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Social, Methods, and Microeconomics: Contributions to Doing Economics Better

Frederic S. Lee (Editor)
ISBN: 978-1-4443-5033-3
274 pages
June 2011, Wiley-Blackwell
Social, Methods, and Microeconomics: Contributions to Doing Economics Better (1444350331) cover image
This book consists of ten essays which speak to doing economics better. 

  • Includes an essay on social ecological economics
  • Features an essay on the creation of money that arises not from markets but from holy debts to deities - a very provocative essay
  • Includes an essay on Emily Balch, the first and only economist to get a Nobel prize
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Chapter 1. Lineages of Embeddedness: On the Antecedents and Successors of a Polanyian Concept (Gareth Dale).

Chapter 2. Social Ecological Economics: Understanding the Past to See the Future (Clive L. Spash).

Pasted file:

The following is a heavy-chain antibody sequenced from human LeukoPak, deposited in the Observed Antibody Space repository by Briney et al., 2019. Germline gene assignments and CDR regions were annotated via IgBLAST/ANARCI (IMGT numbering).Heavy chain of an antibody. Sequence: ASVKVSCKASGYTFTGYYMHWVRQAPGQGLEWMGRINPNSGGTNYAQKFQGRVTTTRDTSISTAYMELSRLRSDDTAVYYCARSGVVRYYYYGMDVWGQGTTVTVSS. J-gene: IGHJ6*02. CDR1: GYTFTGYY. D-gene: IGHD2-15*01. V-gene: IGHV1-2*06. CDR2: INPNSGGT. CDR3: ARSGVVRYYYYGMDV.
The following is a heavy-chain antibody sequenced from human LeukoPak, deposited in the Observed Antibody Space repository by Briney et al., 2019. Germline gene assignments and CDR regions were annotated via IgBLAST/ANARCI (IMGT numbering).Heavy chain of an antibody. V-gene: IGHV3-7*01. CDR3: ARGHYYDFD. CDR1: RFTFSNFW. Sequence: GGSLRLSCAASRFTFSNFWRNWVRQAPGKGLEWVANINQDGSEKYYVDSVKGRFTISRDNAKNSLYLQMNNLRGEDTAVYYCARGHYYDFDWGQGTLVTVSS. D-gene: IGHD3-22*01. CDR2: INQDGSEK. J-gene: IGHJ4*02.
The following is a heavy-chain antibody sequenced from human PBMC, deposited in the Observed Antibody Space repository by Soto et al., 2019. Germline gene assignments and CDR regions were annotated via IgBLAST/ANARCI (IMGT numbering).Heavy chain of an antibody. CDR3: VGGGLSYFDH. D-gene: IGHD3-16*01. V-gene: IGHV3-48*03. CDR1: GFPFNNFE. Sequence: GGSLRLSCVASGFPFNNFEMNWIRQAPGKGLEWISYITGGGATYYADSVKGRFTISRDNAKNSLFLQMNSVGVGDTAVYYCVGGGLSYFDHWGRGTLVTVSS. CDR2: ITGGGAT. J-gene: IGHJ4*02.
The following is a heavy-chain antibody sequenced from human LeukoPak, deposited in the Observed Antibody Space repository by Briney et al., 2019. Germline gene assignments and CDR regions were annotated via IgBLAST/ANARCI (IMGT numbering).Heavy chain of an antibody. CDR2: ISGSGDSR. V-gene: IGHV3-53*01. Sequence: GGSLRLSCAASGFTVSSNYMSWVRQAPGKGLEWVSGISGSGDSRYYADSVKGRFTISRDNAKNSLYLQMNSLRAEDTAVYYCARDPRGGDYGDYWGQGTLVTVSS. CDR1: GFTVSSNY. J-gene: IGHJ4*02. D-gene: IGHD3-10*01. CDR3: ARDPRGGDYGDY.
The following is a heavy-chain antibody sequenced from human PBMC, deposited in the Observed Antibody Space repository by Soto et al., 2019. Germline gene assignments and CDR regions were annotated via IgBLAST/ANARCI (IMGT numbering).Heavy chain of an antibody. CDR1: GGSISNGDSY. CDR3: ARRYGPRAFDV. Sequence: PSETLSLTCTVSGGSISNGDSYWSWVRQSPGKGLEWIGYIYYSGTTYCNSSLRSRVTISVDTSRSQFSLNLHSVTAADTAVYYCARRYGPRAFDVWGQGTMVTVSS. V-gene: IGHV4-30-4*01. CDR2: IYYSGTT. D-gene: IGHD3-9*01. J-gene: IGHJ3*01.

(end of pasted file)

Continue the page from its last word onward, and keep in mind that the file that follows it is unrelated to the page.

Chapter 3. Would You Barter with God? Why Holy Debts and Not Profane Markets Created Money (Alla Semenova).

Chapter 4. Human Capital: Theoretical and Empirical Insights (Germana Bottone and Vania Sena).

Chapter 5. On Norms: A Typology with Discussion (Matthew Interis).

Chapter 6. The Battle of Methods in Economics: The Classical Methodenstreit (Menger vs. Schmoller, Marek Louzek).

Chapter 7. Emily Greene Balch, Political Economist (Robert W. Dimand).

Chapter 8. Who Do Heterodox Economists Think They Are? (Andrew Mearman).

Chapter 9. Microeconomics After Keynes: Post Keynesian Economics and Public Policy (Steven Pressman).

Chapter 10. Morgenstern’s Forgotten Contribution: A Stab to the Heart of Modern Economics (Philipp Bagus).

Index.

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Frederic S. Lee is a Professor of Economics at the University of Missouri-Kansas City. He has published extensively on heterodox microeconomics, on the history of heterodox economics. He was the editor of the Heterodox Economics Newsletter and the executive director of ICAPE. He is currently the editor of the American Journal of Economics and Sociology. He has published in numerous heterodox journals including the Journal of Post Keynesian Economics, Review of Radical Political Economics, Review of Social Economy, and the Journal of Economic Issues.

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